MA-Waivers: Caregiver Living Expenses
updated December 6, 2018

If you qualify for an MA-Waiver program, it may help pay for the living expenses of another person who lives in the same household and helps you with an approved service.

How It Helps

If you qualify for an MA-Waiver program, it may pay for some of the rent and food of another person who lives in the same household as you.

This other person has some responsibilities and is called a “caregiver” by the MA-Waiver program. Even though the benefit doesn’t pay for your rent or food, the benefit still helps you, because it means:

  • You have somebody around who can help with things and keep you company, and
  • Your rent is probably lower than if you lived alone. It’s cheaper to share a two-bedroom place than have your own one-bedroom place.

A caregiver could be a sibling, a friend, or somebody else. For this benefit, a caregiver cannot be your parent, your spouse, or somebody else who is legally responsible for you.

What does “caregiver” mean?

An MA-Waiver program may help pay for “caregiver living expenses,” if a person who lives with you helps you with an approved MA-Waiver service. This person doesn’t have to be a full-time caregiver.

Approved MA-Waiver services can vary. For example, your caregiver might agree to help you with some things, keep you company sometimes, and commit to being around at night (not sleeping elsewhere). The Minnesota Department of Human Services (DHS) has more information about the sorts of things a caregiver might help with.

If you have questions about what services you might get from a person you live with, contact your MA-Waiver case manager or Chat with a Hub expert.

How to Qualify

To get this benefit, you must be an adult, live in your own place in the community (not a facility), and qualify for one of these MA-Waiver programs:

Note: You have to live in your place, not your caregiver’s place.

If you already get services from one of these MA-Waiver programs, contact your Waiver case manager and ask if it might pay for caregiver living expenses or Chat with a Hub expert.

If you have Medical Assistance coverage, but don’t get services from an MA-Waiver program, Chat with a Hub expert or get more information in HB101’s MA-Waiver Programs article to see if you might qualify.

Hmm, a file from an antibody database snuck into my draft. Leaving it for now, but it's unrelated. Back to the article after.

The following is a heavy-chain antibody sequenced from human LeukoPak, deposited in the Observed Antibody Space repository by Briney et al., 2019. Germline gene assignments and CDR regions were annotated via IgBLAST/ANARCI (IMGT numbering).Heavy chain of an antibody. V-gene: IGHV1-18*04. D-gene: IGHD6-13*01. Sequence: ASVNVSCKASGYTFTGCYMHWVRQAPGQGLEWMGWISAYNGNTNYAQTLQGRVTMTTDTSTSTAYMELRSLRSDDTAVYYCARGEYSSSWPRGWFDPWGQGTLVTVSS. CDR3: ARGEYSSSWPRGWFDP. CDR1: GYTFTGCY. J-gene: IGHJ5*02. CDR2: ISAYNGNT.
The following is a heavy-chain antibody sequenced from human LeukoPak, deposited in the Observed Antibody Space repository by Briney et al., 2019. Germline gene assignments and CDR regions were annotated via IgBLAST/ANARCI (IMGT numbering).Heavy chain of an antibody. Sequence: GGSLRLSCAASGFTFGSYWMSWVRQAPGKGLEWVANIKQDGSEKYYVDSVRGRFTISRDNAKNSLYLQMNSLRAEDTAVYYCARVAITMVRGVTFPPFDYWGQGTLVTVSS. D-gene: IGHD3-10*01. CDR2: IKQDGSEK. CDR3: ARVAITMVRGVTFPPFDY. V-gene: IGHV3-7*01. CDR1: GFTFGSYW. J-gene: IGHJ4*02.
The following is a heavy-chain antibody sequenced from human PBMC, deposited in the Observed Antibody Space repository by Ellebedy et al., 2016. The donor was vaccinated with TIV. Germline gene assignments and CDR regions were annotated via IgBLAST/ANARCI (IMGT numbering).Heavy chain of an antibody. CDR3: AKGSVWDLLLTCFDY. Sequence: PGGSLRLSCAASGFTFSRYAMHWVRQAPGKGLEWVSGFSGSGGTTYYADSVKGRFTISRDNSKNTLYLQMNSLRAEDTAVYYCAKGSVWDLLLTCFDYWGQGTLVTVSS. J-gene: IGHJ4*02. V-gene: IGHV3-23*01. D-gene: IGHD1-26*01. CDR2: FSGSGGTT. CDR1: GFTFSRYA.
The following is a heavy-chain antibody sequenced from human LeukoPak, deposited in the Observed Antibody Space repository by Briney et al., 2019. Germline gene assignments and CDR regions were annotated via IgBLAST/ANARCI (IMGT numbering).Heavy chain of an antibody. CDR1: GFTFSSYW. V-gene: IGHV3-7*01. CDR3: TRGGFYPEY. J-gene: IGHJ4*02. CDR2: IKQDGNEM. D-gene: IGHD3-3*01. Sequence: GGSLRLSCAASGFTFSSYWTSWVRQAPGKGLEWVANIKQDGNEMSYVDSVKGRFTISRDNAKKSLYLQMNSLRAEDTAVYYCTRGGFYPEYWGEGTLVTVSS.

Tip: If you don’t live in your own place yet, you might be able to get this help if you move into your own place in the community.

The DHS manual has detailed information about how to qualify for the reimbursement of caregiver living expenses.

What You Pay

If your MA-Waiver program pays for caregiver living expenses, you still have to pay your own expenses. Even so, your living expenses may be lower than they would be if you lived alone.

Sharing a two-bedroom apartment with another person means that you still have your own room, but can have lower rent because two-bedroom apartments don’t cost twice as much as one-bedroom apartments. Learn more about sharing a place in HB101’s Living with Other People article.

Find a live-in caregiver and make an agreement

If your MA-Waiver case manager says that this might work for you, then you need to find somebody to be the “caregiver” who you’ll live with.

  • It might be somebody you already know, like a friend. If you think of somebody, talk with that person and see if he or she’s interested. Note: You cannot get reimbursement for living expenses if your caregiver is your parent or spouse (or is otherwise legally responsible for you).
  • If you don’t have somebody in mind, then you’ll need to look for a person. Rumi is one free service that can help you find a live-in caregiver. You can also look for roommates on other websites or check local listings.

If you find someone, you should make an agreement with that person. The exact details will depend on your needs. Here are some things that might go into the agreement:

  • How the MA-Waiver program will help pay for your housemate’s room and board
  • How your caregiver will help you, including the caregiver’s responsibilities and schedule
  • Where the caregiver will stay in your place
  • Who will be your caregiver’s backup person when your caregiver is unavailable

You aren’t required to make an agreement, but it’s a good idea, because it can help you avoid problems later.

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